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New misfolding mechanism spotted

Study reports a generalized means of upsetting RNA translation, causing misfolded proteins -- and, possibly, neurodegeneration

By | August 14, 2006

Scientists appear to have discovered a new general mechanism for generating misfolding proteins, perhaps underlying some cases of neurodegeneration, according to a new online report in Nature. When it comes to diseases involving misfolded proteins, scientists typically link a particular disorder with a specific misfolded protein, such as a prion or beta-amyloid, said coauthor Susan Ackerman at the Jackson Laboratory in Bar Harbor, Maine. This study, in contrast, found a more generalized mechanism that upsets the accuracy of RNA translation, creating misfolded proteins. "Here we're talking about a mechanism that's responsible for many, many different proteins misfolding," she told The Scientist. "This is the first example of this mechanism at the mammalian level, and I doubt it's the only one." Ackerman and her colleagues focused on the sticky mutation in mice, which leads to tremors and ataxia due to loss of Purkinje cells in the cerebellum. The researchers found many signs mutant cells were accumulating misfolded proteins. For instance, immunofluorescence analysis showed numerous clumps throughout the cytoplasm and nucleolus loaded with proteins marked for destruction with ubiquitin. Genome scans isolated the sticky mutation, and sequencing of complementary DNA revealed a missense mutation in a tRNA synthetase gene. During protein synthesis, tRNAs carry amino acids to growing peptide chains at ribosomes. This particular gene, alanyl-tRNA synthetase, loads or "charges" tRNA with alanine, which the tRNA helps incorporate into proteins. The sti mutation lies in the gene's editing domain, which ensures the enzyme does not add the wrong amino acid to tRNAs, such as serine or glycine, which resemble alanine in size. To determine whether mutant cells were incorporating amino acids other than alanine into proteins, which might explain the apparent misfolding, Ackerman and her colleagues raised normal and mutant mouse embryonic fibroblasts in culture with high concentrations of various amino acids. They found cultures rich in serine increased mutant cell death dramatically in a dose-dependent manner. Glycine had similar, but less pronounced, results. And relative to normal enzymes, mutant forms produced significantly higher levels of serine-loaded tRNAs. "Presumably any protein with alanine can get misfolded in these mutants," Ackerman said. Future experiments should scan other diseases for mutant tRNA synthetases, Karl Herrup at Rutgers University in New Brunswick, N.J., who did not participate in this study, told The Scientist. "This could be a tip of a huge iceberg, not just in humans, but in livestock, plants, everything. These enzymes are as old as the hills, if not older." Now that many experiments are conducted using expression arrays, "this kind of effect is going to fly under the radar," Herrup added. "It emphasizes the need for a systems approach, and is a strong mandate for taking proteomics seriously." "These findings are going to force us to think more carefully about how much error protein synthesis living systems can tolerate before you have some consequences," Christopher Francklyn at the University of Vermont in Burlington, also not a co-author, told The Scientist. "One might explore in a mouse model what happens when you basically make protein synthesis less accurate in different cells or tissues," Francklyn added. Some scientists may question why this happens in Purkinje cells, and not other neurons, Ackerman said. "One possibility is that Purkinje cells in mice are inherently less able to degrade misfolded proteins." This would then suggest that as misfolded protein levels increase, other neurons would start dying as well, she explained -- something she said she and her colleagues plan to investigate further. Charles Choi cchoi@the-scientist.com Links within this article: J.W. Lee et al. "Editing-defective tRNA synthetase causes protein misfolding and neurodegeneration." Nature, August 13, 2006. http://www.nature.com M. Fogarty. "Prions - The terminators." The Scientist, July 28, 2003. http://www.the-scientist.com/article/display/13974/ M.W. Anderson. "Amending the amyloid hypothesis." The Scientist, October 25, 2004. http://www.the-scientist.com/article/display/15006/ Susan Ackerman http://www.jax.org/staff/susan_ackerman.html S. Bunk. "Ataxia discoveries open window to neurodegeneration." The Scientist, April 26, 1999. http://www.the-scientist.com/article/display/18517/ A. Constans. "Another chapter in going from blood to brain." The Scientist, November 7, 2005. http://www.the-scientist.com/article/display/15822/ J. Hall et al. "Mining the ubiquitin pathway." The Scientist, December 5, 2005. http://www.the-scientist.com/article/display/15911/ Christopher Francklyn http://biochem.uvm.edu/faculty_details.php?people_id=68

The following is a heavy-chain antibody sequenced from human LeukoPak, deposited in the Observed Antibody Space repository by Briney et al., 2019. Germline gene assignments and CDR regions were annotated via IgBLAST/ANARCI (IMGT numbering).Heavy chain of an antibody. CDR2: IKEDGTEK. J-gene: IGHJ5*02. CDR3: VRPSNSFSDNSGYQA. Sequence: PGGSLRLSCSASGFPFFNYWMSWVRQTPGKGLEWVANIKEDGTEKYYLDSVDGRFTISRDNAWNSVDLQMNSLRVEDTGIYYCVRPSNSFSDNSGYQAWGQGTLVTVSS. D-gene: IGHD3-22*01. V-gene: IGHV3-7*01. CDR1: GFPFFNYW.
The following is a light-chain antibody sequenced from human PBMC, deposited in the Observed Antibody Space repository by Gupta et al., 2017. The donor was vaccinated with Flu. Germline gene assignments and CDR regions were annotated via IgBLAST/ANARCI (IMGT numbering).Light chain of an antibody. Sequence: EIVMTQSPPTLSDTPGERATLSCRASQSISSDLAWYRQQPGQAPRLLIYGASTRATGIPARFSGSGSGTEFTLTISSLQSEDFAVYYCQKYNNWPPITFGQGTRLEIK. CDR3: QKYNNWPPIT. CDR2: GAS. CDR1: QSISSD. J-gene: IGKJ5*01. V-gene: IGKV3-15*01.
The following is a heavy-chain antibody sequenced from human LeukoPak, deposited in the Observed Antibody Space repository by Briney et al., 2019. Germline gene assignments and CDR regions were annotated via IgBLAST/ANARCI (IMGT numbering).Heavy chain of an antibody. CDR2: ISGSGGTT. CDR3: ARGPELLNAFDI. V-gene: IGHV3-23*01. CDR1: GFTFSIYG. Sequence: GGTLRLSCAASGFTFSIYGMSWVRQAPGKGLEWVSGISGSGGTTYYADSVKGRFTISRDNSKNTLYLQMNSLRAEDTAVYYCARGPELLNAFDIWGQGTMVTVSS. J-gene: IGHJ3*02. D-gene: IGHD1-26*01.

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Avatar of: frank sherwin

frank sherwin

Posts: 1

August 15, 2006

Chiti & Dobson have an excellent protein misfolding article in 'The Annual Rev. of Biochem.' v. 75 p. 333. \n\nI'd like clarification from someone regarding the evolution of 'normal' protein folding in reference to chaperones and their evolution. \n\nThank You\n

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